Exactly two weeks after I took delivery of the new Suzuki GW250 Inazuma, the “Polar Vortex” winter of ’13 set in.
The Vortex has delivered the worst winter I’ve ever experienced here in the Mid-Atlantic.
Besides constant sub-freezing temperatures, we also had more snow than usual and even a massive ice storm that knocked out power for several days to the entire region.
So after putting only about 500 miles on the GW250 at a mind-numbing sub-45 MPH speed (keeping the revs below 5,500 per the book), the bike has been in garage hibernation.
I’m desperate to get out on it again, because the silky-smooth, free-revving engine is a real kick.
But, I’ll just have to keep waiting for the temperatures to climb at least above freezing. I’d settle for a nice and toasty warm 45 right about now?
In the meantime, I fired up the ol’ Kerosun heater in the garage, warmed up the tools and installed the windscreen I had ordered with the bike.
I also have the Suzuki center stand to install, but next up I’ll also post a quickie on installing an SAE connector on the GW250, which is a must-have accessory for any bike.
The Suzuki GW250 Sport Screen
Suzuki has a few accessories listed for the GW250, but most of them are generic items like Suzuki-branded jackets (probably made by Pilot), Ogio bags and other things.
The GW250-specific accessories include a center stand, rear luggage rack and top case, a magnetic tank bag and the windscreen, or what Suzuki calls the “Sport Screen”. It’s Part number 99000-9900A-48K and it has a list price of $139.95.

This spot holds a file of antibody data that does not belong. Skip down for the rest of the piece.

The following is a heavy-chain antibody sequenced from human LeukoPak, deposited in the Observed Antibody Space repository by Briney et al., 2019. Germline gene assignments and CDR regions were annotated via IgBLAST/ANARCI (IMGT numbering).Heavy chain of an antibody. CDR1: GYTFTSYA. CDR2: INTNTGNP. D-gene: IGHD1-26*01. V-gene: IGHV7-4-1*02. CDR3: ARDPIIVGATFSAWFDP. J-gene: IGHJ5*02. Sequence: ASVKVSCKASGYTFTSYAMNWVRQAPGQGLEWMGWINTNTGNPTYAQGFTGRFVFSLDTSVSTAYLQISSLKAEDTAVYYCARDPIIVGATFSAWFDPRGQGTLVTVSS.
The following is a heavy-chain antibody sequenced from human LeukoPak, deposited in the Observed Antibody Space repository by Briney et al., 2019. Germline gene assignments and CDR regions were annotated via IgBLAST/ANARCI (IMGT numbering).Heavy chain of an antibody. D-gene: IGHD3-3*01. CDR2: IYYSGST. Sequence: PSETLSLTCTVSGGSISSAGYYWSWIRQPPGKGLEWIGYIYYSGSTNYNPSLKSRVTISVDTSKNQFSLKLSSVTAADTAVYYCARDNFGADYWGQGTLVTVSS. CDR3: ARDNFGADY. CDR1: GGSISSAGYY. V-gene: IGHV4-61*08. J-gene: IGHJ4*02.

I ordered the Sport Screen, center stand and tank bag for starters. The tank bag has been on backorder since I picked up the bike in November of 2013, so not sure what’s up with that.
I’ll get to the center stand soon, but in the meantime, I decided to tackle the Sport Screen.
Probably most GW250 owners would have the dealership install the Sport Screen and center stand, but in the interest of science and our loyal webBikeWorld visitors, I decided to make it a DIY project.
The Sport Screen kit comes with everything you see in the photo above, including the very dark smoke windscreen, the mounting hardware, a cheesy foam gasket and the instruction manual, printed in a couple of languages.
Basic tools are needed for the job, including a drill and drill bits. You’ll need a small drill bit for a pilot hole and a 14-16 mm bit to enlarge the holes; a 9/16″ or 5/8″ will work.
You’ll also need a 4 mm Allen wrench and a Phillips head screwdriver.
They give you a paper template to cut out of the instruction guide, which is used to lay out the holes that must be drilled in the headlight cover, so you’ll need scissors and tape.
An X-Acto knife is really handy for cutting out the squares and circles (see below). That’s it — pretty basic stuff, eh?
I laid everything out and studied the instructions and I’d have to say, they’re not easy to understand.
I read through them at least a half-dozen times, trying to understand the procedure, until I finally just rolled up my sleeves (virtually speaking) and jumped in head first. I figured that I couldn’t mess anything up too awfully bad…
Of course, once I finished the job, the instructions made sense. Hopefully I can help explain it here, because in the end, it’s not too difficult and the only scary part is drilling into your nice, new headlight cover.
I’ll highlight the basics via the photos and captions:
Installing the Sport Screen on the GW250 isn’t very difficult, once you know how. The downside is that it’s purely a “looks only” accessory — it does nothing at all to provide any additional wind protection (or nothing that I can notice anyway).
I’m not sure I’d spend the money, knowing what I do now. All I need now is some warmer weather so I can actually ride the darn thing…